Soccer's world ruling body FIFA has promised "appropriate steps" after a report on July 18 found that a dozen doping cases in Russian soccer were among hundreds covered up by Moscow.
FIFA did not comment directly on allegations in the World Anti-Doping Agency (WADA) report that Russian Sports Minister Vitaly Mutko, who sits on its supervisory council, had ordered the cover-up in the cases of the soccer players.
The independent WADA report, authored by Canadian lawyer Richard McLaren, said that Moscow had concealed hundreds of positive drug tests involving athletes from a variety of sports, including soccer.
FIFA said it "will request from WADA all details concerning the individual cases of doping in Russian football that are referenced in the McClaren report."
"Once FIFA receives this information from WADA," it continued, "it will take the appropriate next steps."
The WADA report said that Russian Deputy Sports Minister Yury Nagornykh had decided which athletes would benefit from a cover-up, known as a "SAVE" order, although Mutko appeared to make the decision with regard to soccer players.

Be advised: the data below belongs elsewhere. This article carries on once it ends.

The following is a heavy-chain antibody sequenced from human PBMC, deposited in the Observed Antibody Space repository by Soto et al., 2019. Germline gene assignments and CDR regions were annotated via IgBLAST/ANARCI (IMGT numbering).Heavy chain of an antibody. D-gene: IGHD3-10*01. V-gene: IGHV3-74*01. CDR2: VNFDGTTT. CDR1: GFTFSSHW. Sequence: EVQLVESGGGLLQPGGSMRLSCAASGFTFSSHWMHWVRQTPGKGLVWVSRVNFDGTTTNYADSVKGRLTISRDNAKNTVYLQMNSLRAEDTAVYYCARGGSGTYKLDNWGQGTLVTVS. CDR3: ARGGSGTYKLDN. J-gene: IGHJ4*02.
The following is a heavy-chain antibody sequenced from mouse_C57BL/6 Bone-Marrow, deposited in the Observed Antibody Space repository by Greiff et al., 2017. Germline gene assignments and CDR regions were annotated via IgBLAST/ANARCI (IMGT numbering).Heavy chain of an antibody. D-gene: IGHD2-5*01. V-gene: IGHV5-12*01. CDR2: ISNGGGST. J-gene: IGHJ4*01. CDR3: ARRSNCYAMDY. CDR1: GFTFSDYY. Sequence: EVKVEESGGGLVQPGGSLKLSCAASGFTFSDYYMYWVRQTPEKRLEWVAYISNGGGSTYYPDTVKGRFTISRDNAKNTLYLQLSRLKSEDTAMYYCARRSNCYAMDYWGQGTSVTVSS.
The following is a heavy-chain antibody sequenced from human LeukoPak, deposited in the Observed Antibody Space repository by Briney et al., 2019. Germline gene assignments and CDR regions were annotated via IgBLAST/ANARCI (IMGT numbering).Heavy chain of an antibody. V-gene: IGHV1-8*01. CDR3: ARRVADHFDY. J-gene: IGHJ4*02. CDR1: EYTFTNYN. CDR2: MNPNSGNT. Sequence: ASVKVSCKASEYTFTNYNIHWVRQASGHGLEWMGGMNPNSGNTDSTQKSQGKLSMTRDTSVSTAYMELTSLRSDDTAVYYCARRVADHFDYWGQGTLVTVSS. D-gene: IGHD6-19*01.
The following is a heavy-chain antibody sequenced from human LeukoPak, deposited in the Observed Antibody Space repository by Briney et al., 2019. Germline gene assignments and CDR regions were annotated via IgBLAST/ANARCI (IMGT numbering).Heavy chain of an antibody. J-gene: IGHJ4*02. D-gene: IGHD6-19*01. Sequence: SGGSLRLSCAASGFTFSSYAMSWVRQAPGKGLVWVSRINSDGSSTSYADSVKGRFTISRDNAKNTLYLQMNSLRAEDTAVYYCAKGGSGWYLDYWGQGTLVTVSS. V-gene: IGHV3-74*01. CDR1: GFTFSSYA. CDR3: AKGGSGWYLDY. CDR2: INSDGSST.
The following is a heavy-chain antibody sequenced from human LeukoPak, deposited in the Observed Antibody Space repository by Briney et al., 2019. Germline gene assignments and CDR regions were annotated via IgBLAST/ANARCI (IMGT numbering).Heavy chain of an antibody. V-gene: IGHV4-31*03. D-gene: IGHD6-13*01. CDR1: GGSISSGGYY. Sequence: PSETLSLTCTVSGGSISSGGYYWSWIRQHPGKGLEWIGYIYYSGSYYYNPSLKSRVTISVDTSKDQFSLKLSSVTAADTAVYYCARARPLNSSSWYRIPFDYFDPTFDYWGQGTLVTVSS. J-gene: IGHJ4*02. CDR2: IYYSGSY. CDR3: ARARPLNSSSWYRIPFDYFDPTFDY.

"The [chief investigator] is aware of at least one foreign footballer playing in the Russian league who had that benefit of a SAVE order," it said. "That SAVE decision was made by Minister Mutko and not Deputy Minister Nagornykh."
Eleven Russian soccer players also benefited from a cover-up after failing doping tests, the report said.
"E-mail evidence available...shows that the SAVE decision for the football players was the final decision of 'VL'. VL is the first name and patronymic name initials of the minister of sport, Vitaly Leontiyevich Mutko."
Mutko, president of the organizing committee for the 2018 World Cup which will be hosted by Russia, has not commented since the release of the McLaren report.
However, when the same allegations were made in June by German broadcaster ARD/WDR, he described them as "silly" and said that he and Russia were being smeared as payback for winning the right to host the 2018 World Cup.
Asked bout Mutko's situation, FIFA said "the Ethics Committee is an independent body of FIFA and only it can decide what actions to take in respect to this issue."
With reporting by Reuters and TASS